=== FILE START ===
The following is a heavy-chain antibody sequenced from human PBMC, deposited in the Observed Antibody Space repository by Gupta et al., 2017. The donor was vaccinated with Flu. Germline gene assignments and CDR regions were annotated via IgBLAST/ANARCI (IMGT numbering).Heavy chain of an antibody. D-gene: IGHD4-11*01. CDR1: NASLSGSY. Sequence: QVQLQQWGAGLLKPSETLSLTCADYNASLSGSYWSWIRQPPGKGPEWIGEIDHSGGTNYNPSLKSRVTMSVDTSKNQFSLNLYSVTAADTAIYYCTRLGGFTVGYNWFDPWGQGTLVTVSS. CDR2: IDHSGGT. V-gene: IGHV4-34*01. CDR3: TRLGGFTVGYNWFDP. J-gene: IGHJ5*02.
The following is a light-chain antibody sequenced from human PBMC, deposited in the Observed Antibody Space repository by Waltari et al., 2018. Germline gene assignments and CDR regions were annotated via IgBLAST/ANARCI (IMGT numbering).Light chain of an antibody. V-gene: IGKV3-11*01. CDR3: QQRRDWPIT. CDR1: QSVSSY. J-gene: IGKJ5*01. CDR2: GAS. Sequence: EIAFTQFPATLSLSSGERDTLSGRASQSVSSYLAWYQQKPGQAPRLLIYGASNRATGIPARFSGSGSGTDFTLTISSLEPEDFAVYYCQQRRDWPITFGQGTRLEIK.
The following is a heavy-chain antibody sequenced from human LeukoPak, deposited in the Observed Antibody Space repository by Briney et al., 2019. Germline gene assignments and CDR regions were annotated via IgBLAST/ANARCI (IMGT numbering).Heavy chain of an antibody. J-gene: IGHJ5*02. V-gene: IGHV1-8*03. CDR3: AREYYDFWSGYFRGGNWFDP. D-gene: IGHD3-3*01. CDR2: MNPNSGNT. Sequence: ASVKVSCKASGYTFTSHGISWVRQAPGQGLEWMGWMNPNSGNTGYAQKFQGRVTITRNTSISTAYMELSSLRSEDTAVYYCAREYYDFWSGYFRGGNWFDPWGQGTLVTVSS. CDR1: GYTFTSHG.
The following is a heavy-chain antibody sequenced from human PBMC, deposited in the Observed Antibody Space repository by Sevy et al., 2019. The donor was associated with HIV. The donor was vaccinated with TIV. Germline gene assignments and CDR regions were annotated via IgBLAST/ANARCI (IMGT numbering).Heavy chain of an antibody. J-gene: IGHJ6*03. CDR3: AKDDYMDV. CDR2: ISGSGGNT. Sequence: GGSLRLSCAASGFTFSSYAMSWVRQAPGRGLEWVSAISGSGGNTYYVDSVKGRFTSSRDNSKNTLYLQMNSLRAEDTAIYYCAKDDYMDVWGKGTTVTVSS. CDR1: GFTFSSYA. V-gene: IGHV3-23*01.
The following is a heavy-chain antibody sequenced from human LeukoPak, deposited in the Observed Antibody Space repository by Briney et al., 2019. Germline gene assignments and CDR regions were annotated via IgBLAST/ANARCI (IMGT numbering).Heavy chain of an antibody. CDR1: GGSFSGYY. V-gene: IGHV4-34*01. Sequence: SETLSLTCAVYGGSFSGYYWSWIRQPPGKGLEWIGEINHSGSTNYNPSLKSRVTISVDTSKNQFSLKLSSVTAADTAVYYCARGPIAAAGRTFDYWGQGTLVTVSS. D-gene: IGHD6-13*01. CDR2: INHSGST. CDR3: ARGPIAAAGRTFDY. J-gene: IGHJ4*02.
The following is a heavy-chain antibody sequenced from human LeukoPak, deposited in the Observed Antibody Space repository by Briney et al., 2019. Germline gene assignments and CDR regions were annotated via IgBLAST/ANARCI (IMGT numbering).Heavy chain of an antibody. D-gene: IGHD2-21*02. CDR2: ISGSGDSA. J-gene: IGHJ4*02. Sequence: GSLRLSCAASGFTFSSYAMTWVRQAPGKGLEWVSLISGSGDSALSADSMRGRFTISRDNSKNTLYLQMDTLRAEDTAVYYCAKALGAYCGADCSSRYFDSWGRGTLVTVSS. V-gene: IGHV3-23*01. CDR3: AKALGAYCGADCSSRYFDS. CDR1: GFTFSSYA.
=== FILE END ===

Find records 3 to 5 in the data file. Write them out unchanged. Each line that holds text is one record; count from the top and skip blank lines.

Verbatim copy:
The following is a heavy-chain antibody sequenced from human LeukoPak, deposited in the Observed Antibody Space repository by Briney et al., 2019. Germline gene assignments and CDR regions were annotated via IgBLAST/ANARCI (IMGT numbering).Heavy chain of an antibody. J-gene: IGHJ5*02. V-gene: IGHV1-8*03. CDR3: AREYYDFWSGYFRGGNWFDP. D-gene: IGHD3-3*01. CDR2: MNPNSGNT. Sequence: ASVKVSCKASGYTFTSHGISWVRQAPGQGLEWMGWMNPNSGNTGYAQKFQGRVTITRNTSISTAYMELSSLRSEDTAVYYCAREYYDFWSGYFRGGNWFDPWGQGTLVTVSS. CDR1: GYTFTSHG.
The following is a heavy-chain antibody sequenced from human PBMC, deposited in the Observed Antibody Space repository by Sevy et al., 2019. The donor was associated with HIV. The donor was vaccinated with TIV. Germline gene assignments and CDR regions were annotated via IgBLAST/ANARCI (IMGT numbering).Heavy chain of an antibody. J-gene: IGHJ6*03. CDR3: AKDDYMDV. CDR2: ISGSGGNT. Sequence: GGSLRLSCAASGFTFSSYAMSWVRQAPGRGLEWVSAISGSGGNTYYVDSVKGRFTSSRDNSKNTLYLQMNSLRAEDTAIYYCAKDDYMDVWGKGTTVTVSS. CDR1: GFTFSSYA. V-gene: IGHV3-23*01.
The following is a heavy-chain antibody sequenced from human LeukoPak, deposited in the Observed Antibody Space repository by Briney et al., 2019. Germline gene assignments and CDR regions were annotated via IgBLAST/ANARCI (IMGT numbering).Heavy chain of an antibody. CDR1: GGSFSGYY. V-gene: IGHV4-34*01. Sequence: SETLSLTCAVYGGSFSGYYWSWIRQPPGKGLEWIGEINHSGSTNYNPSLKSRVTISVDTSKNQFSLKLSSVTAADTAVYYCARGPIAAAGRTFDYWGQGTLVTVSS. D-gene: IGHD6-13*01. CDR2: INHSGST. CDR3: ARGPIAAAGRTFDY. J-gene: IGHJ4*02.